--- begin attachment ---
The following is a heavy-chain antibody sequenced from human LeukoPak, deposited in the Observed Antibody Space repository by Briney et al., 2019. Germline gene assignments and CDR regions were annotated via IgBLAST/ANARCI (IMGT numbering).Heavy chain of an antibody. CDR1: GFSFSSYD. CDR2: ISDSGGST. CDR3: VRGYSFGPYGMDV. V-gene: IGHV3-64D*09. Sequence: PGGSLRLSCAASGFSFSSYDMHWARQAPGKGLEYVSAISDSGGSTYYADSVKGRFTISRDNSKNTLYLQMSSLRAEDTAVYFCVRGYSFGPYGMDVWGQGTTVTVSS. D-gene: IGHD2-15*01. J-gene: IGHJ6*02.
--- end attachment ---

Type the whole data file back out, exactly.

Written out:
The following is a heavy-chain antibody sequenced from human LeukoPak, deposited in the Observed Antibody Space repository by Briney et al., 2019. Germline gene assignments and CDR regions were annotated via IgBLAST/ANARCI (IMGT numbering).Heavy chain of an antibody. CDR1: GFSFSSYD. CDR2: ISDSGGST. CDR3: VRGYSFGPYGMDV. V-gene: IGHV3-64D*09. Sequence: PGGSLRLSCAASGFSFSSYDMHWARQAPGKGLEYVSAISDSGGSTYYADSVKGRFTISRDNSKNTLYLQMSSLRAEDTAVYFCVRGYSFGPYGMDVWGQGTTVTVSS. D-gene: IGHD2-15*01. J-gene: IGHJ6*02.